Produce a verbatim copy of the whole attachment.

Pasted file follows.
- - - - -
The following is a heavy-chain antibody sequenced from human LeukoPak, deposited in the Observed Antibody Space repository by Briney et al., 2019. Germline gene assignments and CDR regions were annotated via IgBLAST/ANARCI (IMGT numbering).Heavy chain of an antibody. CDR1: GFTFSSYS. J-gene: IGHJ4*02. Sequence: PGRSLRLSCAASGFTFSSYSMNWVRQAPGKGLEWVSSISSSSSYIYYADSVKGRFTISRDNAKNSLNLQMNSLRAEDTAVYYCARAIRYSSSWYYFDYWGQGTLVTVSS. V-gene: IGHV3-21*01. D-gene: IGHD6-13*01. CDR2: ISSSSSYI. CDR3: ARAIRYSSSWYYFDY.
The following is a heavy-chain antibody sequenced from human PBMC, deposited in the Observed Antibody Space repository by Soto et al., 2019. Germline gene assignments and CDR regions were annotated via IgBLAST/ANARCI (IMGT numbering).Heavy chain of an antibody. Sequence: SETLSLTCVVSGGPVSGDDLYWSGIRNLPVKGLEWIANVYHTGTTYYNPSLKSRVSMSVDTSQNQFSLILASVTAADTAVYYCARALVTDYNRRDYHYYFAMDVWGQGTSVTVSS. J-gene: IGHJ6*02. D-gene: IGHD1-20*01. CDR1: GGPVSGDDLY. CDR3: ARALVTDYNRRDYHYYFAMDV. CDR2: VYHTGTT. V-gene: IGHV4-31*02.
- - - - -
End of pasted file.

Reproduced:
The following is a heavy-chain antibody sequenced from human LeukoPak, deposited in the Observed Antibody Space repository by Briney et al., 2019. Germline gene assignments and CDR regions were annotated via IgBLAST/ANARCI (IMGT numbering).Heavy chain of an antibody. CDR1: GFTFSSYS. J-gene: IGHJ4*02. Sequence: PGRSLRLSCAASGFTFSSYSMNWVRQAPGKGLEWVSSISSSSSYIYYADSVKGRFTISRDNAKNSLNLQMNSLRAEDTAVYYCARAIRYSSSWYYFDYWGQGTLVTVSS. V-gene: IGHV3-21*01. D-gene: IGHD6-13*01. CDR2: ISSSSSYI. CDR3: ARAIRYSSSWYYFDY.
The following is a heavy-chain antibody sequenced from human PBMC, deposited in the Observed Antibody Space repository by Soto et al., 2019. Germline gene assignments and CDR regions were annotated via IgBLAST/ANARCI (IMGT numbering).Heavy chain of an antibody. Sequence: SETLSLTCVVSGGPVSGDDLYWSGIRNLPVKGLEWIANVYHTGTTYYNPSLKSRVSMSVDTSQNQFSLILASVTAADTAVYYCARALVTDYNRRDYHYYFAMDVWGQGTSVTVSS. J-gene: IGHJ6*02. D-gene: IGHD1-20*01. CDR1: GGPVSGDDLY. CDR3: ARALVTDYNRRDYHYYFAMDV. CDR2: VYHTGTT. V-gene: IGHV4-31*02.